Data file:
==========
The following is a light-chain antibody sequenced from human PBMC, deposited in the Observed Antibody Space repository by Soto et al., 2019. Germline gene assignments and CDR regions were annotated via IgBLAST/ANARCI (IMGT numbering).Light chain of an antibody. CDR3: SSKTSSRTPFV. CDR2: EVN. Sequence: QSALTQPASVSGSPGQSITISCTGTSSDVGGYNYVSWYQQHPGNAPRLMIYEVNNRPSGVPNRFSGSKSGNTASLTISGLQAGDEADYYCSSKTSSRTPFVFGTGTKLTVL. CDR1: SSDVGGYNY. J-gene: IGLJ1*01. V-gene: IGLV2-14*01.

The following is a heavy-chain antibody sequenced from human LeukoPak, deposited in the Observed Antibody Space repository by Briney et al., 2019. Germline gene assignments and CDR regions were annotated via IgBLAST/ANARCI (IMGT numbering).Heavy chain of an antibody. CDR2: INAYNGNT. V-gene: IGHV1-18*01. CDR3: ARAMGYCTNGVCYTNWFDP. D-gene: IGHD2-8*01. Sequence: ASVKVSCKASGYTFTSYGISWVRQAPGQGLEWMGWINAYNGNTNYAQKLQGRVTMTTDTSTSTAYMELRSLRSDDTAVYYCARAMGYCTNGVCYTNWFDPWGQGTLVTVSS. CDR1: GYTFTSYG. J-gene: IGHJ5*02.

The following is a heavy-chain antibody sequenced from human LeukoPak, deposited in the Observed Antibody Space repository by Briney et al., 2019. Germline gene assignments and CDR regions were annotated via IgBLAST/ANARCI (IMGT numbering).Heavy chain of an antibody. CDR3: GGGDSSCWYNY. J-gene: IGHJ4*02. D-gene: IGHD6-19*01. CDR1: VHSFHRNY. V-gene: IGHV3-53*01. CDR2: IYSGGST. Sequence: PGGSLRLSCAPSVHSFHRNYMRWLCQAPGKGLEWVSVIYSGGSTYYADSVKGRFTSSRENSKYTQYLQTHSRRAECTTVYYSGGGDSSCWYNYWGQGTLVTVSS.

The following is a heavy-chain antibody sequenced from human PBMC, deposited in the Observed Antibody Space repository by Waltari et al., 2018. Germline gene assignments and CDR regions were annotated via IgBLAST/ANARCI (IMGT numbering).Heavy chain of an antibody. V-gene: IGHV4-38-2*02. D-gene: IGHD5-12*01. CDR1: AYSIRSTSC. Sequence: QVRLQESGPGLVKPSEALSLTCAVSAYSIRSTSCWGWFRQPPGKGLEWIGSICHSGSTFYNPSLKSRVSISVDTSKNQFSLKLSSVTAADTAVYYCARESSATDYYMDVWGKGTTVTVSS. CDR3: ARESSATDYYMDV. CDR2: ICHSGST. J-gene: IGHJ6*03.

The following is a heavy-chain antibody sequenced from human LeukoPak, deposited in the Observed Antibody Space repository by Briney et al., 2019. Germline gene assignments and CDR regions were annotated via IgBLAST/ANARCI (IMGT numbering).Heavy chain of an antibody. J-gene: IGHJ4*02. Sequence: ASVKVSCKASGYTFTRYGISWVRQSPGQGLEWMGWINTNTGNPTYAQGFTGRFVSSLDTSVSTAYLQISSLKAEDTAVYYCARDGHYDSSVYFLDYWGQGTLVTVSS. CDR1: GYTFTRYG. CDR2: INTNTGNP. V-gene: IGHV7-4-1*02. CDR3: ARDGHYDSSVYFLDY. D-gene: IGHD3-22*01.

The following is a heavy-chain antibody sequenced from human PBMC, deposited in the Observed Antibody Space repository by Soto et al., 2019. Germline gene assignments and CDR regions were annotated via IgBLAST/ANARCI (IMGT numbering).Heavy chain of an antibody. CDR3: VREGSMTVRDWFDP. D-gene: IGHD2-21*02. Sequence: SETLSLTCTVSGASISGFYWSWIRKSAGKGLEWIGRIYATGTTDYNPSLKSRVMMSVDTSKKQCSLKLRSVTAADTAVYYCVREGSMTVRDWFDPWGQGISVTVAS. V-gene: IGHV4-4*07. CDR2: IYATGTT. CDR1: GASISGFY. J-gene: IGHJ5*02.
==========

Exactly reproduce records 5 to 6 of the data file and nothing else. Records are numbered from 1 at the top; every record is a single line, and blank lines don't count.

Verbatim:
The following is a heavy-chain antibody sequenced from human LeukoPak, deposited in the Observed Antibody Space repository by Briney et al., 2019. Germline gene assignments and CDR regions were annotated via IgBLAST/ANARCI (IMGT numbering).Heavy chain of an antibody. J-gene: IGHJ4*02. Sequence: ASVKVSCKASGYTFTRYGISWVRQSPGQGLEWMGWINTNTGNPTYAQGFTGRFVSSLDTSVSTAYLQISSLKAEDTAVYYCARDGHYDSSVYFLDYWGQGTLVTVSS. CDR1: GYTFTRYG. CDR2: INTNTGNP. V-gene: IGHV7-4-1*02. CDR3: ARDGHYDSSVYFLDY. D-gene: IGHD3-22*01.

The following is a heavy-chain antibody sequenced from human PBMC, deposited in the Observed Antibody Space repository by Soto et al., 2019. Germline gene assignments and CDR regions were annotated via IgBLAST/ANARCI (IMGT numbering).Heavy chain of an antibody. CDR3: VREGSMTVRDWFDP. D-gene: IGHD2-21*02. Sequence: SETLSLTCTVSGASISGFYWSWIRKSAGKGLEWIGRIYATGTTDYNPSLKSRVMMSVDTSKKQCSLKLRSVTAADTAVYYCVREGSMTVRDWFDPWGQGISVTVAS. V-gene: IGHV4-4*07. CDR2: IYATGTT. CDR1: GASISGFY. J-gene: IGHJ5*02.